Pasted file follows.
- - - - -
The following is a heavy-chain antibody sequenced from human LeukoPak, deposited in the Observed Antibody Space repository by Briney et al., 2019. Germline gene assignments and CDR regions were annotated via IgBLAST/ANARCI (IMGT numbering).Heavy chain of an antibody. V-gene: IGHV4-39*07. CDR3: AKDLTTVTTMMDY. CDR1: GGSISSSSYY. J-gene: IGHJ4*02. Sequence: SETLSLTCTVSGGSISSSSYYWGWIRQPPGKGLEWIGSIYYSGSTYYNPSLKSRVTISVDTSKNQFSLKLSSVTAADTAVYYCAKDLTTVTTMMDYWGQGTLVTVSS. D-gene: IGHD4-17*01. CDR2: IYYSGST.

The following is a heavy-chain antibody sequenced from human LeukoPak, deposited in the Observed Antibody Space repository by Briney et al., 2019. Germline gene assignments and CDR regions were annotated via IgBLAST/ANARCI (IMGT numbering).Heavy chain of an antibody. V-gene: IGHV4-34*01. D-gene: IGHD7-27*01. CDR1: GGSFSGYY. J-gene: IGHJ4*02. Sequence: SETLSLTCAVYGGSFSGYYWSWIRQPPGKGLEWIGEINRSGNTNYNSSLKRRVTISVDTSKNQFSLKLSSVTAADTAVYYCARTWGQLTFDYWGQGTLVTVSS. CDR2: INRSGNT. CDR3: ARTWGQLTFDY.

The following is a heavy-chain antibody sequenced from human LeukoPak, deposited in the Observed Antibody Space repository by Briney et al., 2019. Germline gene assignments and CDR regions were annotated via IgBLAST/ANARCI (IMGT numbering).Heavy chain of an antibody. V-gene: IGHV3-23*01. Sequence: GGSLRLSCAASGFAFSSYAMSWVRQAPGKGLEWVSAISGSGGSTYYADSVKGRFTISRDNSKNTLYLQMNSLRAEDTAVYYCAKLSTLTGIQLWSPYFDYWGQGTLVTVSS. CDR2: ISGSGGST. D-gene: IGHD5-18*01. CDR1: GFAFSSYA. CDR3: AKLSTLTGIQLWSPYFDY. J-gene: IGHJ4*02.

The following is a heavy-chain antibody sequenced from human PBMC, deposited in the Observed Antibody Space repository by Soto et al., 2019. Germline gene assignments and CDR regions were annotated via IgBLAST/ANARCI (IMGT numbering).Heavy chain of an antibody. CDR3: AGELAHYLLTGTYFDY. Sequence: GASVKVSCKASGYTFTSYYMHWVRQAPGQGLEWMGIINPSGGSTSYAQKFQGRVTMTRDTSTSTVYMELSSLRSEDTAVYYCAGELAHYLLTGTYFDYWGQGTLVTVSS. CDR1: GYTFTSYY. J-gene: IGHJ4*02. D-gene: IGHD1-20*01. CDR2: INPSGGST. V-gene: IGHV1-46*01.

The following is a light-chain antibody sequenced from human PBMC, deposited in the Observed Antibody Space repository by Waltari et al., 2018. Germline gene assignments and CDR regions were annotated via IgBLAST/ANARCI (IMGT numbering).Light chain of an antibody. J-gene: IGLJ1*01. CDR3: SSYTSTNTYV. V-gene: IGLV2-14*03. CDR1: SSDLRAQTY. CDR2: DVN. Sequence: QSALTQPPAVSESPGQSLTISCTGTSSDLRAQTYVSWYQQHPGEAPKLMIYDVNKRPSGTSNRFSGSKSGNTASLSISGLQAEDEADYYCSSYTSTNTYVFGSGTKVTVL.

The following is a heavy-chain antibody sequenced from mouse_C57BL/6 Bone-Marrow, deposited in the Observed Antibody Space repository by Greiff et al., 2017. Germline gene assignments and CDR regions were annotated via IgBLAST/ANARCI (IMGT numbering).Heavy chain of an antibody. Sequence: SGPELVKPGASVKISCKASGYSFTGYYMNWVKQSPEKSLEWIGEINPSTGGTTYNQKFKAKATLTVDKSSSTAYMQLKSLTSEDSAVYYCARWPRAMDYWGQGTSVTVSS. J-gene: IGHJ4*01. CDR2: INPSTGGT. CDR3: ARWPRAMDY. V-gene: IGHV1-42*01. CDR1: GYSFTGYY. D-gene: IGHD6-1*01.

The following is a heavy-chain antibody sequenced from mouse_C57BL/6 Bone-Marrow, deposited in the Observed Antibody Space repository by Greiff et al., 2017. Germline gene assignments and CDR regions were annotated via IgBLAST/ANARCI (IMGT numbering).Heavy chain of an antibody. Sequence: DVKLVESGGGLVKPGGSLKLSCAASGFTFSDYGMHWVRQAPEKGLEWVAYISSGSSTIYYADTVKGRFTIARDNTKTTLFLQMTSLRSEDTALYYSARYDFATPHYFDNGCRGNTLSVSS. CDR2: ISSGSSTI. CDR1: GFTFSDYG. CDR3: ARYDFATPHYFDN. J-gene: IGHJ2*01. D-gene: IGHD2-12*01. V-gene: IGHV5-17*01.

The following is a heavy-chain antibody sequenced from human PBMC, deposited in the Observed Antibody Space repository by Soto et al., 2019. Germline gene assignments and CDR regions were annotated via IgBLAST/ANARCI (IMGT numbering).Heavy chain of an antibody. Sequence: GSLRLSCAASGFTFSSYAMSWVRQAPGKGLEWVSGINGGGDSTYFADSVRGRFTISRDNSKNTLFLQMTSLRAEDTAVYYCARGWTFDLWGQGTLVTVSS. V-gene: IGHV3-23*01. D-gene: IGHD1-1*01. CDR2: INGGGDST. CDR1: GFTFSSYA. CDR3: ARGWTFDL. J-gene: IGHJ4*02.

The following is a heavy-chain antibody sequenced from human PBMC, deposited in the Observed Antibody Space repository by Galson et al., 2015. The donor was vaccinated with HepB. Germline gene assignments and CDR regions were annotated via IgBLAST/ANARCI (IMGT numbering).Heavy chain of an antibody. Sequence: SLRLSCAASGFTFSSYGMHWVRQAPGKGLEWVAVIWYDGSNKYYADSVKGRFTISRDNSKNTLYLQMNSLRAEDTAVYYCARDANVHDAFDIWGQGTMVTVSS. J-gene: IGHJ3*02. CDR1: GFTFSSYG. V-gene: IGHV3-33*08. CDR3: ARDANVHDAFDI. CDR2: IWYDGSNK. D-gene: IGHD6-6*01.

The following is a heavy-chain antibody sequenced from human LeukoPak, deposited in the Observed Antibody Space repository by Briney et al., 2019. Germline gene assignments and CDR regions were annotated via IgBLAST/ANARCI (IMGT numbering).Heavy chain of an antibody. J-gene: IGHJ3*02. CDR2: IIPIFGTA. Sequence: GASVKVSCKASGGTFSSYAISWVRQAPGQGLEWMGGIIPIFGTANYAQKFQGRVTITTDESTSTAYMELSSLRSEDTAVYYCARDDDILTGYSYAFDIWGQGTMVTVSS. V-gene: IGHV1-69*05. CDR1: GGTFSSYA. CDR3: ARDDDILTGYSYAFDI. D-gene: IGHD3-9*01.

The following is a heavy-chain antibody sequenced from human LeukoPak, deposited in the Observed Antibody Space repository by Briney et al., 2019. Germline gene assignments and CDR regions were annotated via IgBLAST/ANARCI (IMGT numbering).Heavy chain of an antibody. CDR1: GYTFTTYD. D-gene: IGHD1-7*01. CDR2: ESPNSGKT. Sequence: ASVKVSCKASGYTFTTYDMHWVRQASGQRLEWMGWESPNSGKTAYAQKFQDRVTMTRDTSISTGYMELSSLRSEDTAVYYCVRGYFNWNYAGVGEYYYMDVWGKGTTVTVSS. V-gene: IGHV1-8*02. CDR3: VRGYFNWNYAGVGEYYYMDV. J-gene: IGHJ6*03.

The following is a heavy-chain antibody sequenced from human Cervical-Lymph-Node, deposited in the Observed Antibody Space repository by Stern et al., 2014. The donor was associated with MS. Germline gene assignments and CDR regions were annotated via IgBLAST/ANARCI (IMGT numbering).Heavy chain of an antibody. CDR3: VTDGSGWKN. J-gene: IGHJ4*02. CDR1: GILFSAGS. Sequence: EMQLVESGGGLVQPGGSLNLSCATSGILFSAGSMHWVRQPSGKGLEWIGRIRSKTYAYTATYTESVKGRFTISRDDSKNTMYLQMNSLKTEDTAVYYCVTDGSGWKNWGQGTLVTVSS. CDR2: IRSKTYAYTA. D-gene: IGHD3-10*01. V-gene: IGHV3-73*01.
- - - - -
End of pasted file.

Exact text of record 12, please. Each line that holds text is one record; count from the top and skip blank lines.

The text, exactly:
The following is a heavy-chain antibody sequenced from human Cervical-Lymph-Node, deposited in the Observed Antibody Space repository by Stern et al., 2014. The donor was associated with MS. Germline gene assignments and CDR regions were annotated via IgBLAST/ANARCI (IMGT numbering).Heavy chain of an antibody. CDR3: VTDGSGWKN. J-gene: IGHJ4*02. CDR1: GILFSAGS. Sequence: EMQLVESGGGLVQPGGSLNLSCATSGILFSAGSMHWVRQPSGKGLEWIGRIRSKTYAYTATYTESVKGRFTISRDDSKNTMYLQMNSLKTEDTAVYYCVTDGSGWKNWGQGTLVTVSS. CDR2: IRSKTYAYTA. D-gene: IGHD3-10*01. V-gene: IGHV3-73*01.